A small island in northern Lesser Antilles, Anguilla has good snorkeling both on its main islands and its offshore cays and reefs. Corals, colorful reef fish, as well as occasional rays, nurse sharks and sea turtles can be observed in the shallows.
Anguilla is a British Overseas Territory and is one of the most northerly of the Leeward Islands in the Lesser Antilles, located in the Caribbean Sea. It lies north of the island of Saint Martin/Sint Maarten and to the east of both Puerto Rico and the Virgin Islands.
The main island of Anguilla, is composed of low-lying coral and limestone with several unpopulated islands and cays, found to the north. Its relatively exposed conditions make for some of the most beautiful beaches in the Caribbean but can make snorkeling a little tricky at times.
Access to Anguilla (Blowing Point Terminal) is via a 30-minute ferry ride from Saint Martin/Sint Maarten, an island that is divided between the French and Dutch nations. Two international airports exist, Princess Juliana, in the southern Dutch region and Grand Case-Esperance, in the French northern area. Both have direct flights from Europe and North America, as well as inter-island flights from the rest of the Caribbean. Anguilla itself has an international airport, which is serviced by American Airlines, with direct flights from Miami.
Entry from the shore is possible in several locations in Anguilla with, probably the best, off the beautiful, white sandy beach of Shoal Bay East, towards the northeast of the island. The beach allows easy access to several outcrops of coral reef, much of it protected from adverse wave conditions by an area of offshore coral reef.
The location to head for is the Manoah Hotel in Shoal Bay village. One small reef can be found in front of the hotel with a further stretch of reef accessed from the sandy point which separates Shoal Bay East from North Shoal Bay Beach. When you enter the water at the point, a short swim along a corridor of sand will take you to the reef edge, where shoals of Blue Tang can be found over a coral and sea fan dominated seabed.
This reef can be followed both east and west but navigating back to shore is best through the sand corridor. You might be lucky enough to spot feeding Eagle Rays over this sand area.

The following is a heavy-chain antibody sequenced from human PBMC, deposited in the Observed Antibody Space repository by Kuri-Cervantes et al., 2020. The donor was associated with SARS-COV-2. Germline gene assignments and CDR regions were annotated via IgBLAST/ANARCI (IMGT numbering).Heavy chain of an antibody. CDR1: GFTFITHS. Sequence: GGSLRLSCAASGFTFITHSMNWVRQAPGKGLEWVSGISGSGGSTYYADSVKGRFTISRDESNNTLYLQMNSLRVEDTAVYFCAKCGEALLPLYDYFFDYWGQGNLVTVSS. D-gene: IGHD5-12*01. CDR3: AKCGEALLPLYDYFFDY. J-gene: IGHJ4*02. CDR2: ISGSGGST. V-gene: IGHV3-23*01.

Other sites of interest on the main island include Savannah Bay, on the southeastern shore, in an area also known as Junks Hole. The seabed is very shallow in the bay, which is protected from the offshore swell by a headland of rock and former coral reef.
The seabed is dominated by seagrasses with occasional coral and rock outcrops covered in a variety of soft corals, algae and burrowing sea urchins. Fish can be observed but tend to be sporadic. A welcoming restaurant sits on the beach, although not open all day!
Another location on the south coast is Pelican Bay, which is largely deserted. Follow the road that branches left from the south coast road before reaching Blowing Point (probably no signs!). This is another shallow water location, but it supports a variety of small corals and associated fish species as well as an interesting burrowing sea anemone. However, take note, that along with several other eastward-facing embayments, this area is subject to significant accumulation of Sargassum.
On the northwest coast, several spots are interesting to visit, including Meads Bay, Limestone Bay, Barnes Bay and, probably the best of the lot, Crocus Bay, which has some interesting fish populations, including butterfly fish, surgeons and groupers.
The other sites worthy of mention are on the offshore islands, known as Prickly Pear Cays. These consist of two islands located about 8km north of the main island. The cays have clear water, with areas of reef just offshore, where you can see good shoals of fish, potentially including nurse sharks and, as an added bonus, the eastern island has a bar and restaurant. Tour operators run day trips to these islands from St. Maarten.
The climate in Anguilla is tropical, the hottest period is from May to November, when it can exceed 30C. The slightly cooler period is from December to March, occasionally as low as 23C. Rainfall is generally episodic in the form of short-lived downpours, although they may be more prolonged during hurricanes and tropical storms, which occur in the rainy season (September to October).
The wave climate is erratic as it is controlled by both local winds, which are relatively strong throughout the year from the Northeast, but also by the “north swells” originating in the North Atlantic. The best period to visit is considered to be during the months of February to May, which is the second half of the dry season, with little rain and reduced winds.
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Patchs reefs and reef slope with colorful fish
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